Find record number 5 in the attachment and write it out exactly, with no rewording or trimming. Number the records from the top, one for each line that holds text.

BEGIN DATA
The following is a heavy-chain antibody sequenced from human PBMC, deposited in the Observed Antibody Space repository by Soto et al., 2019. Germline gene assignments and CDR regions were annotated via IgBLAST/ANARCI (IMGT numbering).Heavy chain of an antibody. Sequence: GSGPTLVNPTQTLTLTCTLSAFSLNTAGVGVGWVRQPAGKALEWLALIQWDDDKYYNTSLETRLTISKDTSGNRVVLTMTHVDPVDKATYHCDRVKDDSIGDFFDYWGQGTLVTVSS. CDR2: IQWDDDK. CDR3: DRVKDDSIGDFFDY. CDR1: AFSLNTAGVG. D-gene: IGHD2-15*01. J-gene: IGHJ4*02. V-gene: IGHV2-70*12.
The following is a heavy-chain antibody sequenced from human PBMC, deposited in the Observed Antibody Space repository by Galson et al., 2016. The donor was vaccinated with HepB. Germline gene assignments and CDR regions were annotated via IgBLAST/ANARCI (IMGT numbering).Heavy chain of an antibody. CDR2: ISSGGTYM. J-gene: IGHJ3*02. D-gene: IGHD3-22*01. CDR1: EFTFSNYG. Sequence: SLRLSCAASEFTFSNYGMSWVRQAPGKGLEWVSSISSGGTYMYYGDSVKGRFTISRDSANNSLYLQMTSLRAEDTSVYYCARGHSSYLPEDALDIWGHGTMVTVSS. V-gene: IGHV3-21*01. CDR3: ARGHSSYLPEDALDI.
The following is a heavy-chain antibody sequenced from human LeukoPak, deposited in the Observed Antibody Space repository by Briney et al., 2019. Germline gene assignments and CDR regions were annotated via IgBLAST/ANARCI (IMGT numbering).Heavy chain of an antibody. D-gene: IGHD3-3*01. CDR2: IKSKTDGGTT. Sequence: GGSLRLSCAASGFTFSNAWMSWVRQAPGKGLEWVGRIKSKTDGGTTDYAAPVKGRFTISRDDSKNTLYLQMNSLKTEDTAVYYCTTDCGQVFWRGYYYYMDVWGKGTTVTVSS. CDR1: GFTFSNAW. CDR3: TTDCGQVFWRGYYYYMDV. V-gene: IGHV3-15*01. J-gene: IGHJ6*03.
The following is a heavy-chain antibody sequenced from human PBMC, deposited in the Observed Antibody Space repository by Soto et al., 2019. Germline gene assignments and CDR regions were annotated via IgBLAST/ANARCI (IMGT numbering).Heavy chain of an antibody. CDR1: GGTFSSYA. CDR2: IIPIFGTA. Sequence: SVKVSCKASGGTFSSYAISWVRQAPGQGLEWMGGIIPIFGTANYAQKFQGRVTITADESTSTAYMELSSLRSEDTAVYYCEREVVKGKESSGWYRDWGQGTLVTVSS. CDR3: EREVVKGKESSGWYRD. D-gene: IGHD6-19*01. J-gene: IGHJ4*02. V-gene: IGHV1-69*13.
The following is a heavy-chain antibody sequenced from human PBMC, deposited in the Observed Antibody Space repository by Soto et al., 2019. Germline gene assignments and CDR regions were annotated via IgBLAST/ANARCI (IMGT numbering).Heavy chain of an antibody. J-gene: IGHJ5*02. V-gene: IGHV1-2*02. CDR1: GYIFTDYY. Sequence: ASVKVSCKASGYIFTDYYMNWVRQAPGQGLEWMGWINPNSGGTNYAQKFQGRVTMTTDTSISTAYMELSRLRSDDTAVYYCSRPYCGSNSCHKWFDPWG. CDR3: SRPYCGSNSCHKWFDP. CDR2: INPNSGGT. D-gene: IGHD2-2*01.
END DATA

The following is a heavy-chain antibody sequenced from human PBMC, deposited in the Observed Antibody Space repository by Soto et al., 2019. Germline gene assignments and CDR regions were annotated via IgBLAST/ANARCI (IMGT numbering).Heavy chain of an antibody. J-gene: IGHJ5*02. V-gene: IGHV1-2*02. CDR1: GYIFTDYY. Sequence: ASVKVSCKASGYIFTDYYMNWVRQAPGQGLEWMGWINPNSGGTNYAQKFQGRVTMTTDTSISTAYMELSRLRSDDTAVYYCSRPYCGSNSCHKWFDPWG. CDR3: SRPYCGSNSCHKWFDP. CDR2: INPNSGGT. D-gene: IGHD2-2*01.